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Police in New Zealand, Malaysia to upgrade facial recognition technology

 

New Zealand Police hope to upgrade to “advanced facial recognition technology” in the near future, according to a report published by Stuff.co.nz.

Officials believe that the deployment of new technology would assist in the identification of unknown offenders where facial images are available for comparison. Police claim that its current facial recognition technology is outdated, and cannot identify features such as clothing, scars, marks and tattoos.

The police’s objective is to have officers in the field obtain photo images directly on their phones from criminal information databases to help show witnesses images of offenders in the field.

The upgraded technology would primarily leverage CCTV footage. Currently the police have access to CCTV cameras run by local authorities and other groups that installed them to assist with crime prevention. Access to CCTV cameras not monitored by the police may be obtained through owner consent or through search warrant or production order, if required.

The police intend to roll out the new technology by 2019. No amendments to the Privacy Act will be required in order for the police to upgrade its systems.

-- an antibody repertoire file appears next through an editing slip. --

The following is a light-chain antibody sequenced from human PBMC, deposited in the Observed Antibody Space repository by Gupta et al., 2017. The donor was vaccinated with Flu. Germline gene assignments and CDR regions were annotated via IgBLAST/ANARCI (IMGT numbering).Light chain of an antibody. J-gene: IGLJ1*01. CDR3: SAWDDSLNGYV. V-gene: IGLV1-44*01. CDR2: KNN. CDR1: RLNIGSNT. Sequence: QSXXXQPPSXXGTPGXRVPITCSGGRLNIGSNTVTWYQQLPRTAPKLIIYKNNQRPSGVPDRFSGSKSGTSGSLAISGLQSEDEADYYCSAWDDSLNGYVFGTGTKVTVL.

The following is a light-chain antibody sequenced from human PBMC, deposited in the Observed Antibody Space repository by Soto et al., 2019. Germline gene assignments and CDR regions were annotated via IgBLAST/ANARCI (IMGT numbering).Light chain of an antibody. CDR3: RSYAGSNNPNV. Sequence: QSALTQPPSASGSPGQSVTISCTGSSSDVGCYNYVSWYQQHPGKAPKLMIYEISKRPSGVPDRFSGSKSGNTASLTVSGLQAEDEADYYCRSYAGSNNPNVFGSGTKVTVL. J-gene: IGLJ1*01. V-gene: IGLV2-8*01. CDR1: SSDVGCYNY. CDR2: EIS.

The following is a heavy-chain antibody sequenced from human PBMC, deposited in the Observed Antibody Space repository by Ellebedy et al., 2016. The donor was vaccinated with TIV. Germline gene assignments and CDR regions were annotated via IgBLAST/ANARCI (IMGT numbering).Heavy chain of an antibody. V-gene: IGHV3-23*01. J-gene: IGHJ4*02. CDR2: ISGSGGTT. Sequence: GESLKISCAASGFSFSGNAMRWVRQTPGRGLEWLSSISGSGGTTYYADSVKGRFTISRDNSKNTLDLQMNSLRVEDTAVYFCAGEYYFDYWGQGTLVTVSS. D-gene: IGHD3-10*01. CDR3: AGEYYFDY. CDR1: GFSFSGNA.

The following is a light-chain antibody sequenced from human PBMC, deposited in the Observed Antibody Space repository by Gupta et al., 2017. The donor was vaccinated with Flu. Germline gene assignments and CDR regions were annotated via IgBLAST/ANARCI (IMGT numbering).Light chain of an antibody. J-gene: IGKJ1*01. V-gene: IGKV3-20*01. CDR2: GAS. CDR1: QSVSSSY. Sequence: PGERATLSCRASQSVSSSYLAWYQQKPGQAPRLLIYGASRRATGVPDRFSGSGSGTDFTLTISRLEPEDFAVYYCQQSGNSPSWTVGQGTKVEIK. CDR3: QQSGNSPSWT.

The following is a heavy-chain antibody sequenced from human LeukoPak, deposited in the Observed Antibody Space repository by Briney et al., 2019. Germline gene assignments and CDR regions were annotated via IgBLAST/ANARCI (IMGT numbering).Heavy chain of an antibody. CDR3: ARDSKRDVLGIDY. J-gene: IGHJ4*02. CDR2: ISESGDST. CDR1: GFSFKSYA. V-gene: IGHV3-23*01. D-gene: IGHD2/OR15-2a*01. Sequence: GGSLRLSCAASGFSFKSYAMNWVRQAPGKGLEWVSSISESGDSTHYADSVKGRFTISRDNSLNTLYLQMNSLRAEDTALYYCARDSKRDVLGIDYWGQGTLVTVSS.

Malaysia’s auxiliary police force will also start to use a body camera that includes powerful facial recognition technology, according to e270.com report.

The Malaysian police force will utilize automated systems developed by YITU Technology that can reportedly review on-body camera footage and identify a known suspect after an incident in a matter of mere seconds. The force has reportedly been testing the Chinese technology since February, which is also used at tourist locations and ports in China.

The technology recently made international news for identifying a suspect in a crowd of over 60,000 people.

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